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Modern and contemporary art

Video transcript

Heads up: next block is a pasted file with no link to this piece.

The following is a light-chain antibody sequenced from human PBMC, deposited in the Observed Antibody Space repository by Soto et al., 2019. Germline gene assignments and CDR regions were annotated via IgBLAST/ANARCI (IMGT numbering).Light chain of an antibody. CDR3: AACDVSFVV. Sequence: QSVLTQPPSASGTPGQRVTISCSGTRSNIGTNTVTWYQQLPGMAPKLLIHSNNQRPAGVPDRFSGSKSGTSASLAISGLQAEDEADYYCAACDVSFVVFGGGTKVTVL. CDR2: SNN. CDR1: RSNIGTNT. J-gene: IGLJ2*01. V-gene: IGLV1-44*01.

[Music] i'm with matthew postal who is an architectural historian we're on park avenue at 53rd street and we're standing in front of one of the most important buildings in the history of architecture in the united states ludwig miss van der rohe's the sea room building it's built between 56 and 58 mies had been designing buildings of this kind since the 1920s but he never had a chance to build an office building so it's the first opportunity to see his ideas it was a lot that intervened you have the war the revolution in germany mies was developing his ideas first in paper in the 20s as you said and then you have the end of the depression he moves to the united states he designs the campus of the armor institute and then he has this commission secret building now seagram was a canadian company it's a liquor company it was perhaps the world's largest liquor company at the time and they want to have their headquarters in new york they decided to build a headquarters in the mid 50s they looked across the street they were impressed by all the notoriety that lever house had garnered which was that first real modern icon to show up on park avenue first curtain wall building in manhattan charles luckman who had been one of the chief executive officers at lever had been trained as an architect and had left lever to open his own firm luckman gets way past the preliminary drawings there's a large model bronfman who ran secret the model is sitting in his office his daughter phyllis lemberg she was studying at harvard in the school of architecture and design she said dad that's the most awful thing i've ever seen she says dad we're going to go over to the museum of modern art and you're going to speak to arthur drexler the chief curator of architecture and drexler said there were three choices there was luca brucier too difficult to work with he said there was frank lloyd wright the obvious choice the american but too old he was almost 90 years old and he suggested that they go with ludwig mies van der rohe and that's what they did well he's built a relatively simple form a bronze clad slab of a tower okay hold on a second it's bronze it is sculptures are made out of bronze that's why i always say that this is not only one of the modern icons of architecture in new york but it's also one of the most classical buildings in the city so you're thinking classicism in terms of the ancient greeks creating sculptures this is a building that actually has a patina like a sculpture woods it's not just a uniform dark brown black it's actually got some subtlety to the color in really an enormously sophisticated way it's a little darker than it originally was but imagine that each year at least once a year they rub it with oil so that it does not oxidize that's great so it doesn't turn green or red or what have you yeah mies really loved greek architecture over all other things and so he designed a building that is very symmetrical it's a very disciplined aesthetic and if you look at the various pillars that run across the front they look vaguely like fluted columns so that's really interesting because they do have these vertical striations so it is a kind of floating and in fact the whole building is up on this platform it's almost like a greek style of bite as if we were looking at the parthenons absolutely there's a sense of proportion here that feels very classical and it's incredible to be able to say that despite the building's height because this is a big building and the greeks were working on a much smaller scale the romans were working on a slightly larger scale but nothing like this that's the challenge how do you distill the lessons of the ancients in a building that's made of metal and glass well and is that even an absurd project to try to take an industrial culture and an industrial material and wet it somehow to buildings that are 2 500 years old me's would say no the modern movement in architecture was always looking for some discipline it was always looking to balance old and new and this was one of the solutions that he found so let's take a look at the building it's very clean when you look up at it from below it just soars the terminal that comes to mind is a vertical velocity like an ascent we just rock it upward visually look carefully at the vertical mullions that are between the window bays and they basically rise without interruption from the base of the tower to the top they're not simple mullions look like i-beams they're inverters they serve no purpose other than decoration and decoratively they make the surface so that it's not flat they give it some texture they give it a little depth and it gives it a bit of a play of light when the building was constructed they talk about industrial materials and honesty and those kind of issues but as time has passed they recognize that it wasn't beyond me is to experiment with a little bit of decoration so it's decorative but it's a kind of decorative symbolism isn't it because the i-beam is the thing that's actually holding the building up but these are de-purposed they're reflecting what's inside the building the actual interior structure yeah on a smaller scale and i assume that inside they're actually steel they're not bronze we were talking about the classical a moment ago and the parthenon for instance was heavily decorated so there's no prohibition there but it does seem to be a little bit anathema to the way that we generally think of mies van der rohe or we think of the modern movement as really wanting to strip away the unnecessary and the decorative and yet he's allowing for it i think it's a stereotype about modernism to think that it's without any decoration because there is actually gorgeous use of not only the bronze exterior but the mosaics marble granite and you've got these beautiful reflecting pools in front of the building based on a kind of square foot budget this is one of the most expensive buildings of its time because of the materials bronze costs a great deal more than illuminating aluminum it's mostly copper look at the travertine that the elevator banks are wrapped in when you look at those elevator banks and there are four of them they actually move past the glass membrane that encloses the lobby the glass is like a soap bubble and they've pushed through it i think they give the building real solidity so that's what visually holds it up yeah and also it makes reference back to the ancient romans because that's roman travertine so again is constantly referencing antiquity the building is really not using much of its footprint the building is really deeply set back on park avenue about as far back as it could although it has a couple of smaller additions in the back when mies was asked why did he set the building back so far he said that he wanted to pay respect to the racket and tennis club directly across the street that he did not want to overwhelm that great italian palazzo by mckim mead and white and it's actually one of the great buildings in new york this is quite an intersection you have lever house tennis racquet and you've got seagram it's a hell of a triumphant i think he wanted to create a corridor for his building to be viewed i think by coming up those steps at the end of the plaza and looking up at the building it provides an architectural experience that people don't often have in new york but there's something else here it feels like this is a public space place where people gather and in fact as we're here there are people who walk and stop and talk there are people sitting by the reflecting pools and it becomes a kind of a social space he kept the seating at the edge to a minimum it never appears to have been any intent to encourage people to stay here so that's an interesting issue one of the faults that is found with modernism is its antiseptic quality its wholeness its lack of humanity and human scale do you think that mies has created something that allows us to occupy it comfortably or is this something that is alienating in some way i think it depends where you come from